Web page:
The Lance, the weekly student newspaper for the University of Windsor, was informed quite suddenly last week they had published their last issue, after the University of Windsor Students’ Alliance voted to temporarily cease the printing of the publication before the year was even out.
Citing a disputed deficit of $24,000, the decision means the 85-year old publication may never return to stands.
Fortunately, at a meeting Monday night, it was decided the newspaper would be allowed to move forward with a print edition of their Aril 17 issue, and, following the submission of a new operating strategy, full printing could be reinstated.
Regardless, the move certainly raises fears the paper is being silenced for its content. The decision came after The Lance ran a story detailing alleged mishandling and corruption in the UWSA student election. That the decision was made behind closed doors certainly does nothing to alleviate these fears, nor does the fact The Lance staff was never consulted on the judgment.
For now, The Lance is only ceasing print publication, while still remaining online, but if printing isn’t reinstated, this does not mean it will continue to operate at the same capacity. Editorial quality will suffer from a diminished presence, as will readership without free papers to encourage impulse pick-ups.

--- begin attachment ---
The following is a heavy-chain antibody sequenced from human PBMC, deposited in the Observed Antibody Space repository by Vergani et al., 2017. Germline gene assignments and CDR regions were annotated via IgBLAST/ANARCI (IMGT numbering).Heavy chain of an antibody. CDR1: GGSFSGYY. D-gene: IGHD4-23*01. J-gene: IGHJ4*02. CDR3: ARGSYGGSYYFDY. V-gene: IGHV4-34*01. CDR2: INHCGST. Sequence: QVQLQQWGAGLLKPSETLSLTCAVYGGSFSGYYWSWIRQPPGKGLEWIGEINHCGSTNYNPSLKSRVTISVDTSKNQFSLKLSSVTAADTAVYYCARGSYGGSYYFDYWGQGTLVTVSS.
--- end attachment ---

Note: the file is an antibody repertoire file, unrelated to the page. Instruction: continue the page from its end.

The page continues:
One curious note does seem to be the lack of public protest by Lance staff. Maybe not every group of editors can mount a national media campaign to save their paper, but the lack of response suggests Lance staff may be unable to fight back meaningfully. Of course, it’s important to consider The Lance lacked both adequate time and now a vessel to deliver their message to the masses.
Even if the decision was made for financial reasons, it certainly demonstrates The Lance doesn’t seem to be a high priority for the UWSA. While deficits need to be addressed, they don’t justify scrapping a service like the student newspaper. In those cases, it is up to the student government to cover the loss with reserve funds, and for both parties to allocate an appropriate amount of money in the next budget. No budget is perfect, and responsible student governments are expected to maintain emergency cash reserves for just such an occasion.
Though the UWSA claimed their initial decision was a temporary way to stem the financial bleeding of the paper, this still leaves significant concerns about the financial situation of the organization. If their budget cannot accommodate a loss of $24,000, it is clear the UWSA has much more serious problems than one expensive paper.
— The Gazette Editorial Board